Tuesday, January 05, 2016

Reading :: Designing Delivery

Designing Delivery: Rethinking IT in the Digital Service Economy
By Jeff Sussna

Jeff Sussna and I follow each other on Twitter via a mutual contact, and I've been impressed by his insights. His 2015 book is even better. Although it's tackling something that I don't do—the development of software as a service (SaaS)—the insights are well aligned with topics I covered in my own 2015 book. That's because Sussna isn't just talking about development, he's talking about how SaaS makes sense in the context of larger changes in the economy.

Sussna lays down this marker in the Introduction, where he argues that quality in software development must be understood in terms of "how well the service helps its customers accomplish their practical goals and satisfy their emotional needs" and thus "the entire organization must align itself with users' goals. Only when it has a holistic understanding of itself and its relationship with its customers can an organization successfully co-create value with them" (p.xxi). Thus SaaS involves "continual repair" because "Co-creation implies that users contribute to defining solutions through using them. In the process, they generate new problems for designers to solve" (p.xxii).

With this foundation, Chapter 1 examines the turn to post-industrialism, in which the pervasiveness of computerization leads to a shift from products to service; from manual labor to knowledge work; and from stability and continuity to change and innovation (p.3). Sussna systematically examines these transformations, emphasizing co-creation (cf. Lusch and Vargo's 2014 book; he goes on to discuss their concept of service-dominant logic in Ch.6). He also discusses the shift from complicated systems (many moving parts, arranged in navigable and hierarchical structures; p.9) to complex systems (in which simple components have fluid relationships with many other components; p.10) and the issue of emergence that arises from complex systems (that is, characteristics that exist at the system level but not at lower levels; p.10). Complex systems, he notes, are prone to cascading failures (p.11).

Based on this foundation, in Chapter 2, Sussna discusses necessary changes in control due to the shift to post-industrialism. Cybernetics, he says, is a model of control through conversation (p.26); autopoesis, or self-production, provides a way to understand how systems self-produce and self-regulate (pp.30-31). The implication is that "living systems co-create reality through circular influence," via conversation (p.35). One example he gives is that of Lean Startup, in which a minimum viable product is rapidly iterated via continual feedback (p.35).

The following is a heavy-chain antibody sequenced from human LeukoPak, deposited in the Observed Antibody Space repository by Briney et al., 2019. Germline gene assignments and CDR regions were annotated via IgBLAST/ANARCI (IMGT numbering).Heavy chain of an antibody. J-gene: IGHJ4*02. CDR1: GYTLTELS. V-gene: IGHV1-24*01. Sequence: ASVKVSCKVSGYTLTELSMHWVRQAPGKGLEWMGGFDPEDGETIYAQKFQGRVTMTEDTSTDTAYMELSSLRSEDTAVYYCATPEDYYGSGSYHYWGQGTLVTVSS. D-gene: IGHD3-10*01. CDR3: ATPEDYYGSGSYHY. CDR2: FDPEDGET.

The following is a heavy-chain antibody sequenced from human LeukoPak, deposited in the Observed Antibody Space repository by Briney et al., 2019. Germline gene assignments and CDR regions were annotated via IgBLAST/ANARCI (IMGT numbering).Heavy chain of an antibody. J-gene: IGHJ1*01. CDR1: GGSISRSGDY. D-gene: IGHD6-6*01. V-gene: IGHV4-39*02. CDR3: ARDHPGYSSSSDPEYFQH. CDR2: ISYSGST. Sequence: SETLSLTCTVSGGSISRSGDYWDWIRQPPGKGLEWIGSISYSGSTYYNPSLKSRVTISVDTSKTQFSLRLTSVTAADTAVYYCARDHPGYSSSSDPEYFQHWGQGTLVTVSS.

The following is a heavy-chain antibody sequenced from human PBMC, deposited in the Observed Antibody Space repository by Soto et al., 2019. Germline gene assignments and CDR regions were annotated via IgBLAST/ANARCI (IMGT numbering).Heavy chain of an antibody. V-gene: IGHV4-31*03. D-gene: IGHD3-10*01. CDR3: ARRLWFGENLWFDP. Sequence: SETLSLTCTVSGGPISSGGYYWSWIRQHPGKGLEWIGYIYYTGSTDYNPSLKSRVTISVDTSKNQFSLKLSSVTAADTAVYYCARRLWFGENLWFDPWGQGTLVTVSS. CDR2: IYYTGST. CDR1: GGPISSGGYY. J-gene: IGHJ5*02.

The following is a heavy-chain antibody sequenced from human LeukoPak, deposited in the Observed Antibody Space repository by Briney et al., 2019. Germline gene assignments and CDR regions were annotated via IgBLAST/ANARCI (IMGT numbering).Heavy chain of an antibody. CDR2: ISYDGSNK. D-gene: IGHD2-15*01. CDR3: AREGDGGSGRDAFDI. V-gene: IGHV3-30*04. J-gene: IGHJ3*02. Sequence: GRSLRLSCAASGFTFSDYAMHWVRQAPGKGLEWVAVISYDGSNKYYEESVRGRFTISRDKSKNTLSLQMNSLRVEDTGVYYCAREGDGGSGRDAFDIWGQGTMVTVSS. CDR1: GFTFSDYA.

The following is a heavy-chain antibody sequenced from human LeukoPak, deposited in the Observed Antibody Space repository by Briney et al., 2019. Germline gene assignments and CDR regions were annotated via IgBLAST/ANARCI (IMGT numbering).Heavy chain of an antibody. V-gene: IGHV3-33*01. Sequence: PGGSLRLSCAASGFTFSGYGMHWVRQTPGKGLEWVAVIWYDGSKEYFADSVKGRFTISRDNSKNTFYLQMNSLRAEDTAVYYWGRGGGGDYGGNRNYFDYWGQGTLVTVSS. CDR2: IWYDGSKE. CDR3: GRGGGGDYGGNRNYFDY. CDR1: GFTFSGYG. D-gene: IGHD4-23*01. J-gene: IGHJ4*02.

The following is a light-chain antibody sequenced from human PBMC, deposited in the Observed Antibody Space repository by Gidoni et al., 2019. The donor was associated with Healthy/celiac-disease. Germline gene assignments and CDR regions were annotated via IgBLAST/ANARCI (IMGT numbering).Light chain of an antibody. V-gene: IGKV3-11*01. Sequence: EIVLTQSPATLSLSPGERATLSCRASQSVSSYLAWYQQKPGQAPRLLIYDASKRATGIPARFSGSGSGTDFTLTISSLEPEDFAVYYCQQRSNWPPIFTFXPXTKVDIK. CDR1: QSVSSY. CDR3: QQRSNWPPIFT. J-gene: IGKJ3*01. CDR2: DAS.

Given Ch.2's insights, he says in Chapter 3 that IT's new mandate is "serving as a medium for digital conversation" (p.41). He thus argues that post-industrial businesses must "self-steer through empathetic conversations," and he advocates a combination of Agile, DevOps, cloud computing, and design thinking (p.42). The rest of the chapter describes and relates each.

The rest of the book brings in other concepts (such as Jobs to be Done, Service-Dominant Logic, and OODA) to flesh out what post-industrial SaaS development looks like. Since development is focused on self-steering through empathetic conversations, it becomes inseparable from branding and marketing.

All in all, this little book takes a broad scope and pulls eclectically from varying sources in order to pull together a coherent vision of SaaS. Despite its eclecticism, its argument is coherent and well thought out. If you're interested in SaaS, or just what the future of work looks like, I recommend Designing Delivery.

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